Framing nature as part of ourselves in Indigenous cultures emboldens environmentalism from a young age. When we know that water is alive, with a spirit, memory, and an important job to do in sustaining all of Creation, we understand human beings also have responsibilities toward the waters.

“It used to be illegal to do stuff like this,” says Elder De Corte on sharing water songs. “They tried to take all this knowledge away from us, but we Anishinaabe are resilient. Our wise Elders hid these knowledge bundles away until we were allowed to use them again.”

Indeed, “any Indian festival, dance or other ceremony” was made illegal under the Indian Act in 1895 and would remain so until 1951, a time many Elders can remember. “I think about how sad the waters must have been all these decades when we weren’t allowed to do ceremony,” Manitowabi reflects.

The youth seized every chance they could to reawaken the knowledge their ancestors stored away. Young men, including Aiden and Nicholas, took turns fire keeping. They smudged all the people and the sacred items at the open and close each day, filling the lodge with the familiar smoke of white sage. The whole group enthusiastically sang honour songs, embraced ceremonial protocol, created traditional artwork, harvested medicines — and every single one of them proudly spoke as much Anishinaabemowin as they knew.

Aspen Starr of Biigtigong Nishnaabeg is a dancer and one of the campers at Aki Kikinomakaywin.

Aspen Starr of Biigtigong Nishnaabeg clung to every lesson that De Corte and Manitowabi imparted. A dancer herself, Aspen teaches me about the ribbon skirts the youth were gifted as part of the camp. “Ribbon skirts are shaped like teepees because they’re meant to feel like home,” she says. “So, whenever I dance, I feel like I’m home. And that Powwow circle, the people I dance with, they’re all my family. They’re my siblings. And I’m glad I get to be at home.”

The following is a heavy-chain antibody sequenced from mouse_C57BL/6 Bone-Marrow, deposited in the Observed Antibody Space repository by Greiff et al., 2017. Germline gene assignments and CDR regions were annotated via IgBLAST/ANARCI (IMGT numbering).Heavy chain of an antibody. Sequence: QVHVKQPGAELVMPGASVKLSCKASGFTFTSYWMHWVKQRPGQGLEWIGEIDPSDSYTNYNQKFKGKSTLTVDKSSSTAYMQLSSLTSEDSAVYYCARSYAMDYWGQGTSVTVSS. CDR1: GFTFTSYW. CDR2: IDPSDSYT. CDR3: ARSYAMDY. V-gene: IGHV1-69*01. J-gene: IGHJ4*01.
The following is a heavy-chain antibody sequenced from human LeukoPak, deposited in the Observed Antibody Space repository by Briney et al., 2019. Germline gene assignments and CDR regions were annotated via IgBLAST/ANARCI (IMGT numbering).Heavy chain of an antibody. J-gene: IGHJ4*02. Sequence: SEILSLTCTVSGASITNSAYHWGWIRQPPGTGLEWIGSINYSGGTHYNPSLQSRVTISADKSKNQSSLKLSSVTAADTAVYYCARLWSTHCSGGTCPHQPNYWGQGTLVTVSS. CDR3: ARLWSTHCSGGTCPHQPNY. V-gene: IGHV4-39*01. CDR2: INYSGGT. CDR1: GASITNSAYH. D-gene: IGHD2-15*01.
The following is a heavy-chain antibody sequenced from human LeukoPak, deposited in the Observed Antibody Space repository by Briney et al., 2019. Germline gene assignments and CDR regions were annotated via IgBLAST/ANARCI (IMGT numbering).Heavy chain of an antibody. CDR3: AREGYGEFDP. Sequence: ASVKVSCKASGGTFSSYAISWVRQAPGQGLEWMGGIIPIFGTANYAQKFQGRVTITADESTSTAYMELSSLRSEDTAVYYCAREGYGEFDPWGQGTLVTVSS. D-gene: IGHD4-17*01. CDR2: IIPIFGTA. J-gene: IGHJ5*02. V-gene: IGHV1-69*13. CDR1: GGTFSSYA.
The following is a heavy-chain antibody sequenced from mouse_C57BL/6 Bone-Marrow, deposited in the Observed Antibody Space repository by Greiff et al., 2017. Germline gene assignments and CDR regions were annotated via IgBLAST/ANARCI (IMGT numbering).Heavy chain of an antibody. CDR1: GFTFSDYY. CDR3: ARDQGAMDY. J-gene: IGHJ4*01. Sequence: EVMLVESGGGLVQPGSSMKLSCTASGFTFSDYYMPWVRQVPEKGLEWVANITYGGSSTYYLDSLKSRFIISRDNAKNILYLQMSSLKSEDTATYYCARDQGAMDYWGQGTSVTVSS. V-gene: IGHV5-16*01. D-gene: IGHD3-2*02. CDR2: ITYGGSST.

This familial sense of belonging was felt so strongly at the camp in a way that isn’t always possible for Indigenous students in the settler-colonial school system. The youth saw their culture reflected in the work of all the adults around them. They saw Anishinaabe as scientists, teachers, photographers, activists, artists, singers, dancers, athletes. And, in every career path, they witnessed Indigenous knowledge and respect for our more-than-human relations guiding the work.

On one of the final days of the camp, the campers don their ribbon skirts and shirts, and introduce themselves to the water, offering tobacco, the way they’ve learned. This time, they wade in equipped with pipettes, clipboards and sample containers as part of a stream assessment led by charity Water First, which works with Indigenous communities to address water challenges.

Sitting on the banks of the stream, they analyzed their samples and discussed bio-cultural stream assessments. Later, they viewed those same samples under a microscope, marvelling at the infinitesimal life water holds, while conducting a benthic macroinvertebrate study to calculate a water quality index. In a perfect example of two-eyed seeing, the camp infused Western scientific ways of learning about water into traditional Anishinaabe ways of learning from water.

“Reconnecting [to culture] and learning these things has changed how I walk through the world,” says Aki Kikinomakaywin project lead Lydia Johnson of the Cree Nation. “I hope for that for them too.”

Five youth sit cross-legged in a circle on the stony ground. One youth is passing a cup of water to another across a pile of scientific-looking equipment.

Volunteers and campers — including (left to right) Amanda Misnakoshkang, Laura-Lee Southwind, Spencer Boucher, Lan Fisher and Kiaya Nowegijick — test the waters of the Macintyre River as part of their stream assessment teachings